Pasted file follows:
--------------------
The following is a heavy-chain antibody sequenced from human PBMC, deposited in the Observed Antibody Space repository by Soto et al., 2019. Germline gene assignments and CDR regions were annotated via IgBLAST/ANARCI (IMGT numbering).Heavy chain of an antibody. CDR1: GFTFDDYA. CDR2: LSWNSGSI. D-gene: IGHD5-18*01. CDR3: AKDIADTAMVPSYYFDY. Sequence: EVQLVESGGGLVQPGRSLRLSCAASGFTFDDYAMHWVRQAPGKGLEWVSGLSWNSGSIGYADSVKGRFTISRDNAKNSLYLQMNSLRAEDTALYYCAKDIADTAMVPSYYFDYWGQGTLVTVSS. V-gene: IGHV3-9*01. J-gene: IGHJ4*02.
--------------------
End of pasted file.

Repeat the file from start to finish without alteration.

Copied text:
The following is a heavy-chain antibody sequenced from human PBMC, deposited in the Observed Antibody Space repository by Soto et al., 2019. Germline gene assignments and CDR regions were annotated via IgBLAST/ANARCI (IMGT numbering).Heavy chain of an antibody. CDR1: GFTFDDYA. CDR2: LSWNSGSI. D-gene: IGHD5-18*01. CDR3: AKDIADTAMVPSYYFDY. Sequence: EVQLVESGGGLVQPGRSLRLSCAASGFTFDDYAMHWVRQAPGKGLEWVSGLSWNSGSIGYADSVKGRFTISRDNAKNSLYLQMNSLRAEDTALYYCAKDIADTAMVPSYYFDYWGQGTLVTVSS. V-gene: IGHV3-9*01. J-gene: IGHJ4*02.